Sense of the Excellency Insignificancy
By The Author [When My Mind is Liberated]
It was such a national disgrace to learn that the bodyguard of a certain Founding Father of a certain rich African nation committed suicide in a “shack”.
Of all places, why a shack?
Anyway, they say no better place to die than at home with family. Apparently the death is then smooth and less painful, just not sure for the victim or the families.
But again, who am I to add my voice to the many citizens who were more shocked by the “shack” part than the suicide? I’m just an insignificant number in a complicated mathematical equation. How you die is less relevant than where you die; it has come to be. Is this the new normal in Namibia?
September is the month of suicide and even though the bodyguard miscalculated his actions, it remains a painful reality many Namibians are facing. The how, the where and the why are so unrelated that many people are not able to connect the dots. How does a country with so much wealth allow its citizens to live and die in abject poverty, and why has it become an accepted injustice within the Namibian people?
Similarly, how does the bodyguard of your excellency Father of the Nation work at the most luxurious environment and then return to a least desired “shack” everyday and still be sober minded to accept the situation of his insignificancy?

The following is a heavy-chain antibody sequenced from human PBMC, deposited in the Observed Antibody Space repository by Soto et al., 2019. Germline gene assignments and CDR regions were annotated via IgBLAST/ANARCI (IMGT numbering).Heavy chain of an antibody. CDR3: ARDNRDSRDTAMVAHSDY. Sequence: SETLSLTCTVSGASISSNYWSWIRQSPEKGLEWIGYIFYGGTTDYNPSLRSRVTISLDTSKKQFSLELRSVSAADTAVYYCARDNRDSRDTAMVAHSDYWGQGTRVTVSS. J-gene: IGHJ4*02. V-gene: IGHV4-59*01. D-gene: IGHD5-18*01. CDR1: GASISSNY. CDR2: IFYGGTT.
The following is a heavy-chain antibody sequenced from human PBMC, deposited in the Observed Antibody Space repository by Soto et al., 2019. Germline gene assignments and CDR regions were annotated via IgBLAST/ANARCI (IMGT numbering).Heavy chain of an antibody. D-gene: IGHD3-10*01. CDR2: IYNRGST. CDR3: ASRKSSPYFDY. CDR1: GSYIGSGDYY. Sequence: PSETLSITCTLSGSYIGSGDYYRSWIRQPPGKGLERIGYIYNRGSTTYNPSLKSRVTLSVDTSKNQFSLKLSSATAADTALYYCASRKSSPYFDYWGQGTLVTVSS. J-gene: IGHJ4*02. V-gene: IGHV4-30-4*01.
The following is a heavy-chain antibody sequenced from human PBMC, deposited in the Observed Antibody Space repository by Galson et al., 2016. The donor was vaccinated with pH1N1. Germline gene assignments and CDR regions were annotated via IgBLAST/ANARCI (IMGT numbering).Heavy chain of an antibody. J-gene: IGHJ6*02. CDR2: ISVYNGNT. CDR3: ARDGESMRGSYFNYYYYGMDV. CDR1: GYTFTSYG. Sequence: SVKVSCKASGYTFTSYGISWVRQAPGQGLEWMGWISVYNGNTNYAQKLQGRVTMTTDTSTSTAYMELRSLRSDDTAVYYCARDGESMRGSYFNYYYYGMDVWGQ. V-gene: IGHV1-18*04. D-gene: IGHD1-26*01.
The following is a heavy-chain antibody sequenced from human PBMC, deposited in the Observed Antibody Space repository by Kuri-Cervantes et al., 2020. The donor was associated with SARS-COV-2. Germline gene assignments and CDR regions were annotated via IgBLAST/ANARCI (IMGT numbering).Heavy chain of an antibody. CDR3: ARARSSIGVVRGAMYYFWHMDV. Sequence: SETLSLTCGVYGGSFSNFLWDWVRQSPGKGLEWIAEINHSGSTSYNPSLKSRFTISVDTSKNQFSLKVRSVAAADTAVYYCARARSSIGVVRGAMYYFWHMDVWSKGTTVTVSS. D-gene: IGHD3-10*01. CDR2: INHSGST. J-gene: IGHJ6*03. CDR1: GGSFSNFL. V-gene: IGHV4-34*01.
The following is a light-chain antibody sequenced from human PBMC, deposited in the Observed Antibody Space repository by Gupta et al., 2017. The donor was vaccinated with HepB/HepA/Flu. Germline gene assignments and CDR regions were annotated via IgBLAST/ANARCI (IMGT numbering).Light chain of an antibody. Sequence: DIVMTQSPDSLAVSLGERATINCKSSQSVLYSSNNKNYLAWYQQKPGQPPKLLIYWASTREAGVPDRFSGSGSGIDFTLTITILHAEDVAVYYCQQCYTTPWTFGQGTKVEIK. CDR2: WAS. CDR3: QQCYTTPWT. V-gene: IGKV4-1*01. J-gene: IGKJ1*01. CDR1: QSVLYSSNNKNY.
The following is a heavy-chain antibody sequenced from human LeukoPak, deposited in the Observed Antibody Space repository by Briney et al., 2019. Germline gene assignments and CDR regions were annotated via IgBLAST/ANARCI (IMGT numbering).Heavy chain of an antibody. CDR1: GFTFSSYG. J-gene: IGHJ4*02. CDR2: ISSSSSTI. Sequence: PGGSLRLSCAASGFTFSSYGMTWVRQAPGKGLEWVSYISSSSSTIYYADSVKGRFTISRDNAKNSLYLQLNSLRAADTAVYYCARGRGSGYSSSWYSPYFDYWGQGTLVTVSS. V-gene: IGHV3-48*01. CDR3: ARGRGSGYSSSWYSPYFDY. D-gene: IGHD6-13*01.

It is mind “draining” to understand how a government can’t see that the situation is not ideal for a healthy working relationship between the overprotected and secured individual and a neglected and under-appreciated bodyguard.
Does the state not realise that a hungry and exhausted bodyguard will not effectively guard the body of the “toppest” person with so many titles and accolades?
Perhaps this is the blue-print used to manage the resources of the country: “Keep them hungry”. By keeping the bodyguards under their value, they might just appreciate the little crumps falling from the table of the Namibia’s Excellency Founding Father (NEFF), not related to the political miscarriage.
This is a true reflection of the socio-economic reality that majority of Namibians are facing; their lives are “shacked” in poverty and perpetuated as normal.
At times I wish the government could invest this well-defined “shack them” plan into some economically viable scheme or just list poverty on the Namibian Stock Exchange. Perhaps it would perform very well and be dually listed on the Johannesburg, London, NYC Stock Exchanges and raise the needed foreign currency.
Better still, we can setup a BEE company under the HarambEE Plan and call this company A luta Pty Ltd” which then develops a successful pyramid scheme and call it “Vitoria” with a health product called “E certa” which is a well-thought out plan for impoverished lifestyles.
In the meantime, our leaders are eating and enjoying a life of wealth, health and protection; a life not meant for suicidal uniformed officers and a starved nation of “Omake” and paid up memberships.
Namibians should not worry for the end is not too far for many to perish in this poverty trap designed by the hands of politicians.
# “The Author” is a talented but frustrated writer who tries to liberate his mind through his commentary on Namibia’s mind-boggling socio-economic and political realities.